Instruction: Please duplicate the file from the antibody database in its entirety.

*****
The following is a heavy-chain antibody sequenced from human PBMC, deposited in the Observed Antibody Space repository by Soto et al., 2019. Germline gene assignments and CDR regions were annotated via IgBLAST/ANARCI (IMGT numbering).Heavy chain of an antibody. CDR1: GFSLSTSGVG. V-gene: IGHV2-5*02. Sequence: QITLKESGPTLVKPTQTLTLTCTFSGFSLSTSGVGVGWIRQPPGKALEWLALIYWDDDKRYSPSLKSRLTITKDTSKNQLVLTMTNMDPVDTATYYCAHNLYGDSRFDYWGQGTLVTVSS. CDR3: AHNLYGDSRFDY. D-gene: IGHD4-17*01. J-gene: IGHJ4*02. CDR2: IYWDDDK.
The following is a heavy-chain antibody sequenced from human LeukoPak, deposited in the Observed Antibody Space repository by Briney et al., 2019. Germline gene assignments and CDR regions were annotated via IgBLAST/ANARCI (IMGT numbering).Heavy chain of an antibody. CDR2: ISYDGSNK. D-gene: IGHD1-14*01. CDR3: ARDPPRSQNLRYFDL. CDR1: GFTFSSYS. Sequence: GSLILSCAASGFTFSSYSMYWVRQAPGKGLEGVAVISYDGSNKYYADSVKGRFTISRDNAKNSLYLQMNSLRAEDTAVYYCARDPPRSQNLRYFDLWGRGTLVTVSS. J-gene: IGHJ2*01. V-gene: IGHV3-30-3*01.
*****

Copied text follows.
The following is a heavy-chain antibody sequenced from human PBMC, deposited in the Observed Antibody Space repository by Soto et al., 2019. Germline gene assignments and CDR regions were annotated via IgBLAST/ANARCI (IMGT numbering).Heavy chain of an antibody. CDR1: GFSLSTSGVG. V-gene: IGHV2-5*02. Sequence: QITLKESGPTLVKPTQTLTLTCTFSGFSLSTSGVGVGWIRQPPGKALEWLALIYWDDDKRYSPSLKSRLTITKDTSKNQLVLTMTNMDPVDTATYYCAHNLYGDSRFDYWGQGTLVTVSS. CDR3: AHNLYGDSRFDY. D-gene: IGHD4-17*01. J-gene: IGHJ4*02. CDR2: IYWDDDK.
The following is a heavy-chain antibody sequenced from human LeukoPak, deposited in the Observed Antibody Space repository by Briney et al., 2019. Germline gene assignments and CDR regions were annotated via IgBLAST/ANARCI (IMGT numbering).Heavy chain of an antibody. CDR2: ISYDGSNK. D-gene: IGHD1-14*01. CDR3: ARDPPRSQNLRYFDL. CDR1: GFTFSSYS. Sequence: GSLILSCAASGFTFSSYSMYWVRQAPGKGLEGVAVISYDGSNKYYADSVKGRFTISRDNAKNSLYLQMNSLRAEDTAVYYCARDPPRSQNLRYFDLWGRGTLVTVSS. J-gene: IGHJ2*01. V-gene: IGHV3-30-3*01.